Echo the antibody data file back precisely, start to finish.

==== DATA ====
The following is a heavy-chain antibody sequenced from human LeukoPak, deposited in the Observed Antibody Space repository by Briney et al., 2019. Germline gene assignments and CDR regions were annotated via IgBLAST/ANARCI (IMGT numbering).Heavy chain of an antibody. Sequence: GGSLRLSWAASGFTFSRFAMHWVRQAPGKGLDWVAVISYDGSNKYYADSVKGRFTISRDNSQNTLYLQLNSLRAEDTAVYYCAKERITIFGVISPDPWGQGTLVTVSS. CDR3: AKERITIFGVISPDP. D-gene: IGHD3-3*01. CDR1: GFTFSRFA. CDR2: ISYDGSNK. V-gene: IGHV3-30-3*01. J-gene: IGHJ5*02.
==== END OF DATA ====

The following is a heavy-chain antibody sequenced from human LeukoPak, deposited in the Observed Antibody Space repository by Briney et al., 2019. Germline gene assignments and CDR regions were annotated via IgBLAST/ANARCI (IMGT numbering).Heavy chain of an antibody. Sequence: GGSLRLSWAASGFTFSRFAMHWVRQAPGKGLDWVAVISYDGSNKYYADSVKGRFTISRDNSQNTLYLQLNSLRAEDTAVYYCAKERITIFGVISPDPWGQGTLVTVSS. CDR3: AKERITIFGVISPDP. D-gene: IGHD3-3*01. CDR1: GFTFSRFA. CDR2: ISYDGSNK. V-gene: IGHV3-30-3*01. J-gene: IGHJ5*02.